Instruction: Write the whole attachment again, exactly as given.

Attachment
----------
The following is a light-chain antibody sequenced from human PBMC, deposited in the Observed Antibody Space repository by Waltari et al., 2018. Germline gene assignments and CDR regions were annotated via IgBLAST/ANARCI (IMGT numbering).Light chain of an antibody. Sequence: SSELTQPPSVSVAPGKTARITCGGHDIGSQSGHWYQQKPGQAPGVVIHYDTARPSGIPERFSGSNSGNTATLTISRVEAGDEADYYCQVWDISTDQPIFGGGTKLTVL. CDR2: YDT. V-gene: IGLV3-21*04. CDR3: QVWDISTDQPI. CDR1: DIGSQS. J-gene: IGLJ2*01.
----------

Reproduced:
The following is a light-chain antibody sequenced from human PBMC, deposited in the Observed Antibody Space repository by Waltari et al., 2018. Germline gene assignments and CDR regions were annotated via IgBLAST/ANARCI (IMGT numbering).Light chain of an antibody. Sequence: SSELTQPPSVSVAPGKTARITCGGHDIGSQSGHWYQQKPGQAPGVVIHYDTARPSGIPERFSGSNSGNTATLTISRVEAGDEADYYCQVWDISTDQPIFGGGTKLTVL. CDR2: YDT. V-gene: IGLV3-21*04. CDR3: QVWDISTDQPI. CDR1: DIGSQS. J-gene: IGLJ2*01.